The reason for this hesitancy to jump into dynamics was that, without computers, true dynamic analysis of common structures is practically impossible. Computers then were only beginning to be used for structural analysis which these several new problems clearly called for: Earthquakes and tornadoes, unlike steady, old gravity, shake and blow things around willy-nilly. At Blaw-Knox no one seemed anxious to get started in computers because none of this had been taught in the schools they had attended; it was all new, just being developed in the most advanced companies, such as Bechtel and Fluor. Obviously Bechtel was the company that ought to have been hired for this work, since they had designed the structures in the first place, but for some reason—probably cost—Bechtel had not been asked to do it; Getty Oil Company was cheap and they did not yet understand the magnitude of the problems they faced.
To top it all off, the IBM 360–40 that Blaw-Knox had leased, largely for accounting, had been sent back to IBM, one of the first cost-cutting measures that White Consolidated had imposed on our company after they had bought it. It was thought that the limited use that was being made of computers at Blaw Knox then did not warrant that level of investment. The accounting tasks had been subcontracted to a company called ADP, a company that was then owned by IBM, yet there was a small sub-department of our division’s Project Management Department which had used the old computer system for a rather arcane specialty: the scheduling of projects. For these people, in lieu of a computer, a “terminal” had been installed in their office. It was one that used a standard telephone line to a large data center in far off St. Louis, Missouri. It was the McDonnell Douglas Automation Company’s (nicknamed simply McAuto).
What was then called a terminal was not similar to those devices that we think of as monitors today. This one (leased from IBM) looked more like a small mainframe computer, and it took up a medium-sized room. But it did not need the special cooling or the fire protection required for mainframe computers. It had a card reader, a line printer. A modem (modulator-demodulator) handled the transmissions over a phone line to and from the large array of mainframe computers in St. Louis (and it did this at the then dazzling speed of 300 baud, roughly 30 characters a second—which we thought was pretty hot stuff).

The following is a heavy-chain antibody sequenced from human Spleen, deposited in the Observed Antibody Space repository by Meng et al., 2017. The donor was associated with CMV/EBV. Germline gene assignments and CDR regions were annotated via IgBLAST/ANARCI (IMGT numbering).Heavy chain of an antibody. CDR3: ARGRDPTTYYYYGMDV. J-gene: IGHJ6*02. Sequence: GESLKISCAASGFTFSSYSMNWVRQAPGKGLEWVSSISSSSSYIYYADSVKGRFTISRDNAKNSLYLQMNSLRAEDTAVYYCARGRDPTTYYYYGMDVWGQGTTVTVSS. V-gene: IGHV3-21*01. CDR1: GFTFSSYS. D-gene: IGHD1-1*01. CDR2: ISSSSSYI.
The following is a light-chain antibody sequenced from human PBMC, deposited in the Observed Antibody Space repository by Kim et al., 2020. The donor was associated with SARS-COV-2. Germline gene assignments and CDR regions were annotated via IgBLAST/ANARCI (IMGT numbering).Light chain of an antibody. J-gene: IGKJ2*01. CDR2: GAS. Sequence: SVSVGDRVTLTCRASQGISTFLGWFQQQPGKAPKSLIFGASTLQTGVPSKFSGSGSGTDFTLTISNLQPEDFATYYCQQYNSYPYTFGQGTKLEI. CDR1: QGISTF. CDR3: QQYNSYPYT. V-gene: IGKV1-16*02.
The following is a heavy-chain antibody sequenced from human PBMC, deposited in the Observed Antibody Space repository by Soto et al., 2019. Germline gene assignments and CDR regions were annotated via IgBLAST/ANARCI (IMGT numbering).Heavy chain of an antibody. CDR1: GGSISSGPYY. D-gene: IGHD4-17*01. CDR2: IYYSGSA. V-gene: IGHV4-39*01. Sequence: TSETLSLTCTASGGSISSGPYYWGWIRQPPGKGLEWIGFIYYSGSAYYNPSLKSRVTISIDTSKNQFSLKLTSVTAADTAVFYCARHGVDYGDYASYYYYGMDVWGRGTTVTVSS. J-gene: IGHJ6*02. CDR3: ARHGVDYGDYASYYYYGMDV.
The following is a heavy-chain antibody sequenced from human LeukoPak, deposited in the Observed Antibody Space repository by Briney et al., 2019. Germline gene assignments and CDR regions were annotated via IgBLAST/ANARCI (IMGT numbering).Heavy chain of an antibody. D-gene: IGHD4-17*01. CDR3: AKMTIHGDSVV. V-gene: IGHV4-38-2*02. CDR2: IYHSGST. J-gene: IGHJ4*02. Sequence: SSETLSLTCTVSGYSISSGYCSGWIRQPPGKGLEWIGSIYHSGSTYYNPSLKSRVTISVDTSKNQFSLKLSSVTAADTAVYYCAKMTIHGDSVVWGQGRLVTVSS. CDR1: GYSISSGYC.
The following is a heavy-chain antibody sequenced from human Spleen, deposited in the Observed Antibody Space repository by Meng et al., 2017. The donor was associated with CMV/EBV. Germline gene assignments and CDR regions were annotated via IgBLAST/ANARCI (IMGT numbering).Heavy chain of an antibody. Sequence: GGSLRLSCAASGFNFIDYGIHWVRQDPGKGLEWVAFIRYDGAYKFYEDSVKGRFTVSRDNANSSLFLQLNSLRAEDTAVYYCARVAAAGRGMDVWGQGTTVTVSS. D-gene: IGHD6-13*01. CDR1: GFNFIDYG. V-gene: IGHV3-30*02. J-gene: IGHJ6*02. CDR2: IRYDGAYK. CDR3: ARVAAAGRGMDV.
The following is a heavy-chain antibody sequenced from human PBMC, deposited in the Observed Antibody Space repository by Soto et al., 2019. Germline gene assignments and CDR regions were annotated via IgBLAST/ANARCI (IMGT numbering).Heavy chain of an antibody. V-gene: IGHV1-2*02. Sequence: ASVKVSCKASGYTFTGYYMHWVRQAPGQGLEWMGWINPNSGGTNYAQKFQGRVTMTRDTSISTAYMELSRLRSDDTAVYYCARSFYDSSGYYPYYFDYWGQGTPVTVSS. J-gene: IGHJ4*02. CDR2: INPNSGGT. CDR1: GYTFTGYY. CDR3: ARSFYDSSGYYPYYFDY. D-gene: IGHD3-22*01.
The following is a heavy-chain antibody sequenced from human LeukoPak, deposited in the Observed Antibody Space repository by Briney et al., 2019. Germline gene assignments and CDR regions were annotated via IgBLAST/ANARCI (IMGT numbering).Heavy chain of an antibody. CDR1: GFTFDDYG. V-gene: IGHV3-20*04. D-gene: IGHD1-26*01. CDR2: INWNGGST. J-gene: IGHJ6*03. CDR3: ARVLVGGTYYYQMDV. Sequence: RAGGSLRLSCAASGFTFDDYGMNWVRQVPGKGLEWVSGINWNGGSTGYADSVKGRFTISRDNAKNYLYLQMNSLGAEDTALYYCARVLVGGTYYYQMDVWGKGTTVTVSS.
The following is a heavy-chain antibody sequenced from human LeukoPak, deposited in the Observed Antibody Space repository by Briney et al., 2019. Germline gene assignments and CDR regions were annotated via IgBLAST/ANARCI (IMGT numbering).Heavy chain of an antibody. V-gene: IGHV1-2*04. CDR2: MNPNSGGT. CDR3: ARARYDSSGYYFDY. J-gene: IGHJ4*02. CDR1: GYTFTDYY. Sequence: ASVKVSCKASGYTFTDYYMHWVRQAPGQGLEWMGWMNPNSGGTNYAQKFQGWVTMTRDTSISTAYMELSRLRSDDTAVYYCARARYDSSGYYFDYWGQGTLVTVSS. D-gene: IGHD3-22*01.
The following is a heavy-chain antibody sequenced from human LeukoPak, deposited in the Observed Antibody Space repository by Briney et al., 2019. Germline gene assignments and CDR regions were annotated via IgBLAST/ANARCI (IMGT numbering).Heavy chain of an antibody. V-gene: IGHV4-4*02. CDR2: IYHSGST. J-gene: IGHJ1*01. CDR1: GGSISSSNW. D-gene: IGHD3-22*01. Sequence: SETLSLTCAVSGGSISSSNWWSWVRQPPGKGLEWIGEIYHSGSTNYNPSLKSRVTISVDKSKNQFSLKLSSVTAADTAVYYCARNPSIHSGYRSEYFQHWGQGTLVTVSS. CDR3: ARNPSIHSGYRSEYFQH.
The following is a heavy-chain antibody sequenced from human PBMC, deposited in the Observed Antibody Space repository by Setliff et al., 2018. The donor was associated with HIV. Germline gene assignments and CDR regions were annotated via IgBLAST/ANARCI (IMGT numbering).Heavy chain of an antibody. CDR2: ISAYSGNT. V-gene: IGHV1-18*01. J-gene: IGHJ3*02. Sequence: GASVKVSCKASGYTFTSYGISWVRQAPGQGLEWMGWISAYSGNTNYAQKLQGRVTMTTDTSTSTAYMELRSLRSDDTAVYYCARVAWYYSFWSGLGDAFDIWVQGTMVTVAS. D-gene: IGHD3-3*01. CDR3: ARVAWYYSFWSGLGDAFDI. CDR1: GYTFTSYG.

We had to tell Nuclear Fuel Services that there was probably no way that these structures, even crazily reinforced, could withstand the newly specified loads that the Atomic Energy Commission had now mandated—at least for the kind of money they were thinking about. So, at this point, something of a hiatus in the project occurred. They apparently mulled over this quandary for a few weeks. Then, because the alternatives were so dire, and the opportunity cost, thus to be forgone, remained so dominant in their business minds, they came back and told us that there had to be a way and that we should redouble our efforts. Damn the torpedoes, it was to be full speed ahead.
And it was not simply Nuclear Fuel Services that now had everything on the line, the Empire State did as well. The consequences of shutting this plant down came very close to the unthinkable. It was by now nearly full of radioactive fuel rods that would take about, oh, … say 20,000 years to cool down, and meanwhile someone would constantly have to bear the ongoing expense of maintaining this complex facility. I, of course, was getting all this second hand as I was simply one of the workers in the structural crew.
Now several peculiar things added up to bend my career around significantly: The first was that Willy Reasner, the structural group-leader on this project, had decided that he now wanted to go into project management, leaving Structural Engineering. The next thing was that in the nuclear industry generally, and the Structural Engineering profession in particular, began to adopt true dynamic analysis, using computers. Part of the reason was that this sort of analysis was becoming more dominant in the design of nuclear reactors themselves and for their associated piping. So what had previously seemed so strange had, little by little, edged its way more into the mainstream of the profession.